Costly electric vehicles confront a harsh coronavirus reality

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Global casualties

The global market contraction raises the prospect of casualties. French finance minister Bruno Le Maire has warned that Renault, an early adopter of electric cars with models like the Zoe, could “disappear” without state aid.

Even Toyota, a hybrid pioneer when it first introduced the Prius hatchback in 1997, is under pressure. The automaker expects profits to tumble to the lowest level in almost a decade.

Automakers who for years have invested heavily in a shift to a high-tech future–including autonomous vehicles and other alternative energy-based forms of transportation such as hydrogen–now face a grim test.

Do their pre-pandemic plans to build and sell electric cars at a profit have any chance of succeeding in a vastly changed economic climate? Even as COVID-19 has obliterated demand, for the automakers most committed to electric, there’s no turning back.

“We all have a historic task to accomplish,” Thomas Ulbrich, who runs VW’s EV business, said when assembly lines restarted on April 23, “to protect the health of our employees–and at the same time get business back on track responsibly.”

VW pushes ahead

Global EV sales will shrink this year, falling 18 percent to about 1.7 million units, according to BloombergNEF, although they are likely to return to growth over the next four years, topping 6.9 million by 2024.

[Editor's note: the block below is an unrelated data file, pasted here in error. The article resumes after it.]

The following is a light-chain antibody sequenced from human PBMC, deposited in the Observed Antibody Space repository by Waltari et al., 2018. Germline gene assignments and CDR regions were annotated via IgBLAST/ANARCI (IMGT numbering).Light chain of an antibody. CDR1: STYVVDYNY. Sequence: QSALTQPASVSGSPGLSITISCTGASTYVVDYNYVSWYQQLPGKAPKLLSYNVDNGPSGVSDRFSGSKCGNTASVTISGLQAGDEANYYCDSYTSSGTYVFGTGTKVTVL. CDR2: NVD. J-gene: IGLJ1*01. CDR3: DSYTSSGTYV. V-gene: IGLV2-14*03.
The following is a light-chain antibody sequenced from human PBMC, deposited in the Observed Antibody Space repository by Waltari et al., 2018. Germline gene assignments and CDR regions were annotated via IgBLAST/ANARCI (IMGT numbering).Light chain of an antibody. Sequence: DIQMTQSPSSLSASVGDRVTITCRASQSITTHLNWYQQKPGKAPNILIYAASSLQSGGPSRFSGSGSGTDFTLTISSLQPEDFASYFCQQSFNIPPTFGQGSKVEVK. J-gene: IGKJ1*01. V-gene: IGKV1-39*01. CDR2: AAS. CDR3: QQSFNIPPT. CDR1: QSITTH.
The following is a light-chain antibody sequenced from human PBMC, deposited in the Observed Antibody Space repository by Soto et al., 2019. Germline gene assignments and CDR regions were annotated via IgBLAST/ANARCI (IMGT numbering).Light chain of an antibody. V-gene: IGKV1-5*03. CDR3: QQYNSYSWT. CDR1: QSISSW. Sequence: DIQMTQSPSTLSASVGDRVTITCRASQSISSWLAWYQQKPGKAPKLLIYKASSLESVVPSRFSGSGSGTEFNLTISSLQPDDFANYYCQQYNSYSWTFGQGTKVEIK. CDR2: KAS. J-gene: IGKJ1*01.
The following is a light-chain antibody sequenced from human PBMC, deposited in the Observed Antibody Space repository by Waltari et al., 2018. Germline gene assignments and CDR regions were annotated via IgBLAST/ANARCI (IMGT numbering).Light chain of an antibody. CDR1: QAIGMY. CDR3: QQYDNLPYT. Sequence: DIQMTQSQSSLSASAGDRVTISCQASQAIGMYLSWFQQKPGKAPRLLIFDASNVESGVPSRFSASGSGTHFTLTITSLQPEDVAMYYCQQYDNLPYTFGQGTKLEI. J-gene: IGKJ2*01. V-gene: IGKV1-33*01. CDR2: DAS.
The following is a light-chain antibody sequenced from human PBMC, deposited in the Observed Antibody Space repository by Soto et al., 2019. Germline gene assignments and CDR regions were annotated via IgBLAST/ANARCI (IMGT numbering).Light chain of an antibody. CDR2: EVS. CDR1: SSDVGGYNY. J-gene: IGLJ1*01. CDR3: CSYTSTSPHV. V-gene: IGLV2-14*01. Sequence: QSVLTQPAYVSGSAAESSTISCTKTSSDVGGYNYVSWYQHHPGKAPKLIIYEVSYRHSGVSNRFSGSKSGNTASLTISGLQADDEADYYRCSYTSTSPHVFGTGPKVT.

“The general trend toward electric vehicles is set to continue, but the economic conditions of the next two to three years will be tough,” said Marcus Berrett, managing director at consultancy Roland Berger.

VW’s Zwickau facility became the first auto plant in Germany to resume production after a nationwide lockdown started in March. Before restarting, the company crafted a detailed list of about 100 safety measures for employees, requiring them to, among other things, wear masks and protective gear if they can’t adhere to social-distancing rules.

The cautious approach has reduced capacity–50 cars per day initially rolled off the Zwickau assembly line, roughly a third of what the plant manufactured before the coronavirus crisis. Persistent software problems also have plagued development of the ID3, one of 70 new electric models VW group is looking to bring to market in the coming years.

Still, Ulbrich and VW CEO Herbert Diess over the past three months have reaffirmed VW’s commitment to electrification.

“My new working week starts together with Thomas Ulbrich at the wheel of a Volkswagen ID3 – our most important project to meet the European CO2-targets in 2020 and 2021,” Diess wrote in a post on LinkedIn in April. “We are fighting hard to keep our timeline for the launches to come.”

Diess has described the ID3 as “an electric car for the people that will move electric mobility from niche to mainstream.”